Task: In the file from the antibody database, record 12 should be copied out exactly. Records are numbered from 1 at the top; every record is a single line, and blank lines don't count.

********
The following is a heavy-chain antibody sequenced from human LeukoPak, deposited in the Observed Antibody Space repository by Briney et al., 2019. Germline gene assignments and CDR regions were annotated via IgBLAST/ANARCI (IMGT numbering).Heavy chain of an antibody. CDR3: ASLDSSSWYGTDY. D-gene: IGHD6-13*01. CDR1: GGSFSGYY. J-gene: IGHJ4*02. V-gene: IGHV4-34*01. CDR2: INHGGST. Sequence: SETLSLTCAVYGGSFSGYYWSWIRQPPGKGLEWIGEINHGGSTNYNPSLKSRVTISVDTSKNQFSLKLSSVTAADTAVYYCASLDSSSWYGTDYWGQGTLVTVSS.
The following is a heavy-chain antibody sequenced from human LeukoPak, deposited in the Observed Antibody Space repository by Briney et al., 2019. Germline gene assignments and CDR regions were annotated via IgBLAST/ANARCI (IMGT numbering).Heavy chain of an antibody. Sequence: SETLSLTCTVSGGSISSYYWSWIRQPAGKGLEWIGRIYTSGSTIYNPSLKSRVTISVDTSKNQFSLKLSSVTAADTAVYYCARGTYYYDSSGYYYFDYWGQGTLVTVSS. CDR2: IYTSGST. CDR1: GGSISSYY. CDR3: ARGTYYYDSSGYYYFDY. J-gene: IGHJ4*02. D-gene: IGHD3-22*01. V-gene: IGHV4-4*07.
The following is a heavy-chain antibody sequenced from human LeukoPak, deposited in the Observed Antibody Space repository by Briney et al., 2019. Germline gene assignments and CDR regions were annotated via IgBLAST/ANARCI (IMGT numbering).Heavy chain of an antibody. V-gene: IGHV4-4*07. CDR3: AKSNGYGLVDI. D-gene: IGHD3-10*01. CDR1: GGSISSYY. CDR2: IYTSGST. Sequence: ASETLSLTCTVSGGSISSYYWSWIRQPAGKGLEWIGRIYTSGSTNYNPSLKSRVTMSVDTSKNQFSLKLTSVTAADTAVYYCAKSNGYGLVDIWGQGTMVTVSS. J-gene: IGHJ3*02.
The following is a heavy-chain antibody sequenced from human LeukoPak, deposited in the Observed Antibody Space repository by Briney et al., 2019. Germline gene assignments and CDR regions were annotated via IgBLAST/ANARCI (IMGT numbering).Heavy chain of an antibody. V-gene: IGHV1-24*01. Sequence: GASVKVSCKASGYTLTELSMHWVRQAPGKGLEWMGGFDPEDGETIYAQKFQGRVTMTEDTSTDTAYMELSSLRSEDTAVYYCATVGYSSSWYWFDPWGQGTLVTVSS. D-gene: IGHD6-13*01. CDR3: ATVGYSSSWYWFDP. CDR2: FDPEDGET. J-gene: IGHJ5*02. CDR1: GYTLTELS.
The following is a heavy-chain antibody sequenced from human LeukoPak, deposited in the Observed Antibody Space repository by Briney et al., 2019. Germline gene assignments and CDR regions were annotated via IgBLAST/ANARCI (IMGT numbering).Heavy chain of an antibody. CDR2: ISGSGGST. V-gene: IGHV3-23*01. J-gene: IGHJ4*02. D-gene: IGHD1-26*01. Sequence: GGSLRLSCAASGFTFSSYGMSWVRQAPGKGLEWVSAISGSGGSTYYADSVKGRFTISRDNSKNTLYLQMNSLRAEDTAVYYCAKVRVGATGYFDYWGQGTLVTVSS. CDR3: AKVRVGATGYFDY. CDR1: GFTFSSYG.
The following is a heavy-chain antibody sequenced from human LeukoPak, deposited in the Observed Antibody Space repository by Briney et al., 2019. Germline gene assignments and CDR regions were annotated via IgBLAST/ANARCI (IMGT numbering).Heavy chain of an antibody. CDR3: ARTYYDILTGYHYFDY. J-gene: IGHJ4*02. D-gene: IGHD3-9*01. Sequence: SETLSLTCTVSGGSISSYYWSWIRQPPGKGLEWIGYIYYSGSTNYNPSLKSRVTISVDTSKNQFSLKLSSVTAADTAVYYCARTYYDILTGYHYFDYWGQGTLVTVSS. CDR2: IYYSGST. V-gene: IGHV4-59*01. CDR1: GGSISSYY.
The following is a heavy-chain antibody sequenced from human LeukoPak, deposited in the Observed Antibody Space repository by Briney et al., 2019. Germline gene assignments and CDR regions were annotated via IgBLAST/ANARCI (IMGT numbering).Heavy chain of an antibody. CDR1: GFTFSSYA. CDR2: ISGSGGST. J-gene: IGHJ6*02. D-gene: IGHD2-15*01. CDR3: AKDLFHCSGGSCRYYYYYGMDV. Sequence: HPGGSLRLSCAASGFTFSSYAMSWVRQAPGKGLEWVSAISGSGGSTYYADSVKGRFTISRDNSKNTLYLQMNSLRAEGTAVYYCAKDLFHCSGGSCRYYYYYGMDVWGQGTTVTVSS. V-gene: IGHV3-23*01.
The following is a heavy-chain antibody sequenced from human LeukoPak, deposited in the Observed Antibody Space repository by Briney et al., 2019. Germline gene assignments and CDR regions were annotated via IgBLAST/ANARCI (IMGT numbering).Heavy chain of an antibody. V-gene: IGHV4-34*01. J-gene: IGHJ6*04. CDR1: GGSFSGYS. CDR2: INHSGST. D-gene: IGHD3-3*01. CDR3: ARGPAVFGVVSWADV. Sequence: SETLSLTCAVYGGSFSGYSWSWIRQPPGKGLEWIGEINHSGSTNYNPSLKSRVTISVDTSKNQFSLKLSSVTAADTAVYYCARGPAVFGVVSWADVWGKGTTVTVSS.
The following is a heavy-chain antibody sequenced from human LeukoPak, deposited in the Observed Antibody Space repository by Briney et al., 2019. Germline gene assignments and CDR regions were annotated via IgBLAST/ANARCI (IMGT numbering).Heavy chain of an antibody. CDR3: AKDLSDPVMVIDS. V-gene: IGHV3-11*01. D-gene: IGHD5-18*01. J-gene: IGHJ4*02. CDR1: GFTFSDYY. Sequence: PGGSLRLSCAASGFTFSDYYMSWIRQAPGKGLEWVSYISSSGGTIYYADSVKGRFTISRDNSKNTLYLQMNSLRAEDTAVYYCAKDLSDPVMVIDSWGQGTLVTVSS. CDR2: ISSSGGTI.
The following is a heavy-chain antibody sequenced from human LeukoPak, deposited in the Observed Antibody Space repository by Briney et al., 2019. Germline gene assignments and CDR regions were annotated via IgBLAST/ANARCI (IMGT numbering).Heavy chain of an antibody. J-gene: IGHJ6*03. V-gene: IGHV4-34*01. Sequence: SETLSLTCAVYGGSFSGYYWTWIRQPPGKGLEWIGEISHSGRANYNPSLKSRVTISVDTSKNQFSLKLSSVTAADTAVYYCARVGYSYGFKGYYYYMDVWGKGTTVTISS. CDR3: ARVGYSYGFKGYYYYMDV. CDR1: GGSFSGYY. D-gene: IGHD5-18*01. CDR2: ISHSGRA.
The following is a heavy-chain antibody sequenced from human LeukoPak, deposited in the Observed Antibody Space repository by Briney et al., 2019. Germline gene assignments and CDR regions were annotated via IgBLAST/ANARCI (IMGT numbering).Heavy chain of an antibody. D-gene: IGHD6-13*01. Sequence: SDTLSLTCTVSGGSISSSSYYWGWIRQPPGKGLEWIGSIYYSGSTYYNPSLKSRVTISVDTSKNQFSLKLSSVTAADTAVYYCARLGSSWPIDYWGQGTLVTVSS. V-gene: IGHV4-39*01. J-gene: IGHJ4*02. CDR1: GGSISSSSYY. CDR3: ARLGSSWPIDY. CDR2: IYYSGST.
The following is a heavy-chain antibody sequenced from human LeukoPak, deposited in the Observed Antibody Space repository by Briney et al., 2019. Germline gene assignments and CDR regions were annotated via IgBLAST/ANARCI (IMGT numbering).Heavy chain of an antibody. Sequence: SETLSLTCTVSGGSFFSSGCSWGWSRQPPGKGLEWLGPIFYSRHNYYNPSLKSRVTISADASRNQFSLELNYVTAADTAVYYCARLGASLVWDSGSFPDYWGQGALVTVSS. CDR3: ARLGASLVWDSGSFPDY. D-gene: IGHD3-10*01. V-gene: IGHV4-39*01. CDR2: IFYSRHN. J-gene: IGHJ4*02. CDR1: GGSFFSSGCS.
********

The following is a heavy-chain antibody sequenced from human LeukoPak, deposited in the Observed Antibody Space repository by Briney et al., 2019. Germline gene assignments and CDR regions were annotated via IgBLAST/ANARCI (IMGT numbering).Heavy chain of an antibody. Sequence: SETLSLTCTVSGGSFFSSGCSWGWSRQPPGKGLEWLGPIFYSRHNYYNPSLKSRVTISADASRNQFSLELNYVTAADTAVYYCARLGASLVWDSGSFPDYWGQGALVTVSS. CDR3: ARLGASLVWDSGSFPDY. D-gene: IGHD3-10*01. V-gene: IGHV4-39*01. CDR2: IFYSRHN. J-gene: IGHJ4*02. CDR1: GGSFFSSGCS.